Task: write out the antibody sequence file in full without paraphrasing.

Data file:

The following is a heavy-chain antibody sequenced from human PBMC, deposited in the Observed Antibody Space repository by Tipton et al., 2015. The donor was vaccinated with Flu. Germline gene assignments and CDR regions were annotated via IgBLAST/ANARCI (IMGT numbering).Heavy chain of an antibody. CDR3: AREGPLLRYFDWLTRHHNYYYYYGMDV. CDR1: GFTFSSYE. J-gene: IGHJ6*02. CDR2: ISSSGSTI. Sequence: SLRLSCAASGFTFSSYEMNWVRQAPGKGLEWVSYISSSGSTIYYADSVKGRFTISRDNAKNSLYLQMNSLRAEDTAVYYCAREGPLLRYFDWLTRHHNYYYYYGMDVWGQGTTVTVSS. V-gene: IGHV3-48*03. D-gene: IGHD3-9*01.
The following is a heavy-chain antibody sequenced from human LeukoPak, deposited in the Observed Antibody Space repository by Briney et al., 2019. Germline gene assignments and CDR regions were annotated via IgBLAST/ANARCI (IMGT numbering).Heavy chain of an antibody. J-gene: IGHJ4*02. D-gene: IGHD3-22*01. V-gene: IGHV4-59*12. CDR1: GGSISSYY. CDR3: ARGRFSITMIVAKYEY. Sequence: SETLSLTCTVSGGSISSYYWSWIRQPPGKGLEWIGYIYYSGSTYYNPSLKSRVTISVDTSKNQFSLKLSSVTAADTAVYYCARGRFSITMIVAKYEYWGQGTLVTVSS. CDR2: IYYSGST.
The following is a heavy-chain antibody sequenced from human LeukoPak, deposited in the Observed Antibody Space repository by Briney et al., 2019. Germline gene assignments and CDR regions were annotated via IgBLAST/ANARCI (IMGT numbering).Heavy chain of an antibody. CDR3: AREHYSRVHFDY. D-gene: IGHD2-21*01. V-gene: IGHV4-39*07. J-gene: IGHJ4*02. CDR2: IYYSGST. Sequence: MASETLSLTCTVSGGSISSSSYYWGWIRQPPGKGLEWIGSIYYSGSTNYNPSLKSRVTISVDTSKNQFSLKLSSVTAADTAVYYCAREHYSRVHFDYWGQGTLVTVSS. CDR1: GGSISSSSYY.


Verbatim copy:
The following is a heavy-chain antibody sequenced from human PBMC, deposited in the Observed Antibody Space repository by Tipton et al., 2015. The donor was vaccinated with Flu. Germline gene assignments and CDR regions were annotated via IgBLAST/ANARCI (IMGT numbering).Heavy chain of an antibody. CDR3: AREGPLLRYFDWLTRHHNYYYYYGMDV. CDR1: GFTFSSYE. J-gene: IGHJ6*02. CDR2: ISSSGSTI. Sequence: SLRLSCAASGFTFSSYEMNWVRQAPGKGLEWVSYISSSGSTIYYADSVKGRFTISRDNAKNSLYLQMNSLRAEDTAVYYCAREGPLLRYFDWLTRHHNYYYYYGMDVWGQGTTVTVSS. V-gene: IGHV3-48*03. D-gene: IGHD3-9*01.
The following is a heavy-chain antibody sequenced from human LeukoPak, deposited in the Observed Antibody Space repository by Briney et al., 2019. Germline gene assignments and CDR regions were annotated via IgBLAST/ANARCI (IMGT numbering).Heavy chain of an antibody. J-gene: IGHJ4*02. D-gene: IGHD3-22*01. V-gene: IGHV4-59*12. CDR1: GGSISSYY. CDR3: ARGRFSITMIVAKYEY. Sequence: SETLSLTCTVSGGSISSYYWSWIRQPPGKGLEWIGYIYYSGSTYYNPSLKSRVTISVDTSKNQFSLKLSSVTAADTAVYYCARGRFSITMIVAKYEYWGQGTLVTVSS. CDR2: IYYSGST.
The following is a heavy-chain antibody sequenced from human LeukoPak, deposited in the Observed Antibody Space repository by Briney et al., 2019. Germline gene assignments and CDR regions were annotated via IgBLAST/ANARCI (IMGT numbering).Heavy chain of an antibody. CDR3: AREHYSRVHFDY. D-gene: IGHD2-21*01. V-gene: IGHV4-39*07. J-gene: IGHJ4*02. CDR2: IYYSGST. Sequence: MASETLSLTCTVSGGSISSSSYYWGWIRQPPGKGLEWIGSIYYSGSTNYNPSLKSRVTISVDTSKNQFSLKLSSVTAADTAVYYCAREHYSRVHFDYWGQGTLVTVSS. CDR1: GGSISSSSYY.